Anyone who thinks the state can afford to ignore water should read UNL’s 2013 Nebraska Statewide Groundwater-Level Monitoring Report.
It tells of a steep, year-over-year decline in the state’s water table of more than a foot. That is as much a danger to Omaha and Lincoln urbanites as it is to irrigators around McCook or Holdrege.
Even the mighty Ogallala Aquifer has its limits.
Years of legislative studies have explored Nebraska’s water needs — from combating drought’s effects on farmland and municipal water supplies to protecting cities and towns from floods.
Most recently, the Water Funding Task Force recommended new state spending of $50 million a year to help fund more than $1 billion in water-related projects. The Legislature is weighing that spending idea and how to pay for it.
But if lawmakers are going to ask taxpayers for that much money, Nebraskans will need to know exactly what they’re getting and why.
The task force has done valuable work in identifying water problems, and the problems are real.
Lincoln residents can point to their experience with water restrictions in 2012 from historically low flows in the Platte River, a key source of drinking water for the capital city. Southwest Nebraska understands. Few places in the state suffer as much from scarcity as the Republican River valley — even if local irrigators share responsibility. After years of unchecked pumping, they practice efficiencies more irrigators will need.
The dangers of flooding are just as real to Omaha, South Sioux City and North Platte.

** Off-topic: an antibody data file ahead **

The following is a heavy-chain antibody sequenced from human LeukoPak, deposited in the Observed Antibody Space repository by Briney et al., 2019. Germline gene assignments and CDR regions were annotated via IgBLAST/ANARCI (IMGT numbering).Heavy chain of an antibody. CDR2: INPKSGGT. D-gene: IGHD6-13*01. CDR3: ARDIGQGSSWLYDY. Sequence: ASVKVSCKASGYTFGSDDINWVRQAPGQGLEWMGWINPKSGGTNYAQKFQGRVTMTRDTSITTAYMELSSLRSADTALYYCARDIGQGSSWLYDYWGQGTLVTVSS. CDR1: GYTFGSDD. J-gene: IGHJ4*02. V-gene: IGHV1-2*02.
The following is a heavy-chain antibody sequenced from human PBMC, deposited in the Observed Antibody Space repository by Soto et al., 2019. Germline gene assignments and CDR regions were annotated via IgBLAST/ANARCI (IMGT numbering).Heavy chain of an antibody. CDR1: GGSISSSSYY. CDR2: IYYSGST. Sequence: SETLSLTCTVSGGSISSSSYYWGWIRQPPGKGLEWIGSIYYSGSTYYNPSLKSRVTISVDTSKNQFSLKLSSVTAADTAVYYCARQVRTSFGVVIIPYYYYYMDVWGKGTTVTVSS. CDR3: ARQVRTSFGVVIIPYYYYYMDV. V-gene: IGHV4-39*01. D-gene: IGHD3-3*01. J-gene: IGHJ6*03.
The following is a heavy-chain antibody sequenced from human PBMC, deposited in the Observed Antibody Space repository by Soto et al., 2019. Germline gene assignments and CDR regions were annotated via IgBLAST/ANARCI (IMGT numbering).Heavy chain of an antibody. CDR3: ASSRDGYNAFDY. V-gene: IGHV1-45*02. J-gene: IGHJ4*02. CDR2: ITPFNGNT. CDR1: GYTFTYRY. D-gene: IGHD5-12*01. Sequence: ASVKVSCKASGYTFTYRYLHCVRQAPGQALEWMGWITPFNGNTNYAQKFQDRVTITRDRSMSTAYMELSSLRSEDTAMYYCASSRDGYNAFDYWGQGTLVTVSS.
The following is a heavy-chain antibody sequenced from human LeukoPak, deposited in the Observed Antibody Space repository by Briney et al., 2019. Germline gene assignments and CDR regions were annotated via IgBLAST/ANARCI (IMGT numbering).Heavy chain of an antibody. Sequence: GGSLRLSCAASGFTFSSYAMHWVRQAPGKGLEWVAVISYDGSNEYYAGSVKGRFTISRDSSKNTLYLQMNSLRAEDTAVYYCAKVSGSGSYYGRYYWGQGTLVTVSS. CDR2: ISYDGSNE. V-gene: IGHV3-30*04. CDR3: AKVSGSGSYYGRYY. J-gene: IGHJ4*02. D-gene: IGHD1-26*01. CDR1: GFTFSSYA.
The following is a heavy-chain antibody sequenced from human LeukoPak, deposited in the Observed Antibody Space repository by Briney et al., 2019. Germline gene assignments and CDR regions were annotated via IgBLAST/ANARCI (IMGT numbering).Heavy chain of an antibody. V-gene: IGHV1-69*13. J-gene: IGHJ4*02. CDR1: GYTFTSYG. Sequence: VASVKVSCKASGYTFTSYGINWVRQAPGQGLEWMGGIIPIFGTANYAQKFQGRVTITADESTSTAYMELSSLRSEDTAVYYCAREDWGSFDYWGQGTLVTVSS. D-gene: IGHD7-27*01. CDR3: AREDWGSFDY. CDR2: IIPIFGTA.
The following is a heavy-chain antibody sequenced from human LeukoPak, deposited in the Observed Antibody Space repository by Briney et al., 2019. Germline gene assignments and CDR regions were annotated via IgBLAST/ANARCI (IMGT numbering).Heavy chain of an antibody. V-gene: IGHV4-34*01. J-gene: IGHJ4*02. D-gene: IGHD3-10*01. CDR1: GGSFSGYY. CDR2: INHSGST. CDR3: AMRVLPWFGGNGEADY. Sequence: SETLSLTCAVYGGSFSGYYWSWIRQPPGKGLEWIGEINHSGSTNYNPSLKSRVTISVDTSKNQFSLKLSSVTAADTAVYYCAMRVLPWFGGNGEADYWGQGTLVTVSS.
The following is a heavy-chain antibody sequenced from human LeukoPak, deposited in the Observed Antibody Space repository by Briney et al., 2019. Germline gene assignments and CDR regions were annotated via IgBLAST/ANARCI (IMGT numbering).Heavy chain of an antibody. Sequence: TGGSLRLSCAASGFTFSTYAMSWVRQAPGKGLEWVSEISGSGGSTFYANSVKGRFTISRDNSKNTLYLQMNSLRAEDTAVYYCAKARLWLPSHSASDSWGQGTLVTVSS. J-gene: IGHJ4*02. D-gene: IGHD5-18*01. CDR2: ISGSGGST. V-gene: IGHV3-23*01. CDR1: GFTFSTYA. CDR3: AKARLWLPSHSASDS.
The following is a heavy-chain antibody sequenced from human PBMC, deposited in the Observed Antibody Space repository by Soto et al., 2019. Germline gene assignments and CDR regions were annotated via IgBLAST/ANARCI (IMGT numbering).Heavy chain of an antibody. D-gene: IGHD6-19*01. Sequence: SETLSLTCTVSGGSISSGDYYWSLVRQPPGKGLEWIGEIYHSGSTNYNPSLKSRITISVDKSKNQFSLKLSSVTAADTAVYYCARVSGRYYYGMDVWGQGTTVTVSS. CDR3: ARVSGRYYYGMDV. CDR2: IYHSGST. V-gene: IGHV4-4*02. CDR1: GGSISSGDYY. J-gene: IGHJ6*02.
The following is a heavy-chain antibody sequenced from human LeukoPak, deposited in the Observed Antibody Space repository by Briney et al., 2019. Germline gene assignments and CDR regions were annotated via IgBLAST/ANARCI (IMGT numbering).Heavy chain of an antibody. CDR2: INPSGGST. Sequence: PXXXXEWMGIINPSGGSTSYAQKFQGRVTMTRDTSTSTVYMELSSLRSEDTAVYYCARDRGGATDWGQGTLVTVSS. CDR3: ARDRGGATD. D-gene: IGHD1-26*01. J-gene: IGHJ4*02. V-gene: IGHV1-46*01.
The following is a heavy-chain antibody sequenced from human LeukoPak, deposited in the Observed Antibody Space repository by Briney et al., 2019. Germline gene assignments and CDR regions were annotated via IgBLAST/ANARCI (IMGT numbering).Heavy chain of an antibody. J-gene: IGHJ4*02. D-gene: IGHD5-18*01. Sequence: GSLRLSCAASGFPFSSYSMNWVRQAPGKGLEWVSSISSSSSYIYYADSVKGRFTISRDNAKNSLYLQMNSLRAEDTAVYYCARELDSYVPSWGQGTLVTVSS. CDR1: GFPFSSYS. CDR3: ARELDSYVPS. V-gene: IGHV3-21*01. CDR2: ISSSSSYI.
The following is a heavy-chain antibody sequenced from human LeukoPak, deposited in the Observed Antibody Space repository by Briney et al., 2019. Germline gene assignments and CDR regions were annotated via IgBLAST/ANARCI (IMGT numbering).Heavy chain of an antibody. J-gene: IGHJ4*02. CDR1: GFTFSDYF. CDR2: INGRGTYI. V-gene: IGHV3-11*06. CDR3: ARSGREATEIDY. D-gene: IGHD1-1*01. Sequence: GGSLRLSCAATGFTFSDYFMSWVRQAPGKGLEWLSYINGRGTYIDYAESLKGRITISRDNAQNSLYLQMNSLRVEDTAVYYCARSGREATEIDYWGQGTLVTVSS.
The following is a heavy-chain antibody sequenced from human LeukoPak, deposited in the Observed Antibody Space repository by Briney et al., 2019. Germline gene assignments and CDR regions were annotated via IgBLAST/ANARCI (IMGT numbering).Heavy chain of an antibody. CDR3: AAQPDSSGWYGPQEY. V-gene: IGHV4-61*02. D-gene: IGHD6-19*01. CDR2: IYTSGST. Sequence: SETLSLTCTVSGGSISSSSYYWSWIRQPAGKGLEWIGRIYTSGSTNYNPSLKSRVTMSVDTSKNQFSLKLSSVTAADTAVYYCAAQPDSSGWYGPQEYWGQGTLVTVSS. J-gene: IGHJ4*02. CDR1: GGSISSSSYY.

Nobody has all the answers on water, but Nebraska can’t afford to look the other way. The state already faces a $5.5 million tab for failing to allow enough river water to flow into Kansas.
To see the extreme, look at drought-parched California. They face a future of lawsuits as farmers and cities fight over who gets the water that’s left.
That’s not the future Nebraska wants, and that’s why action on this precious natural resource is needed. The scope of long-term water quantity and water quality concerns will only grow.
Action may not necessarily mean spending the full $50 million a year on water-related projects recommended by Legislative Bill 1046. Nebraskans need a fuller understanding of the interconnectedness of the state’s ground and surface water systems to make informed decisions on such large-scale public projects.
Addressing that knowledge deficit with research should be the Legislature’s first water priority. Perhaps that’s where sponsoring Sen. Tom Carlson of Holdrege can find some common legislative ground. Such complex issues require knowledge and trust among rural and urban interests.
Lawmakers and stakeholders need to clearly articulate to the public the specific water problems they are trying to solve. Taxpayers need to know why they need to spend the money, how it impacts them and how they’ll know the spending worked.
State officials need a statewide strategy to work with local entities and address these specific problems. Emphasis needs to be placed on communicating an easily understood plan of attack.
Then spending advocates will be ready to push for reasonable ways to pay for needed projects.
Education first. Strategy second. Payment third. All with the vital goal of protecting water for the next generations of Nebraskans.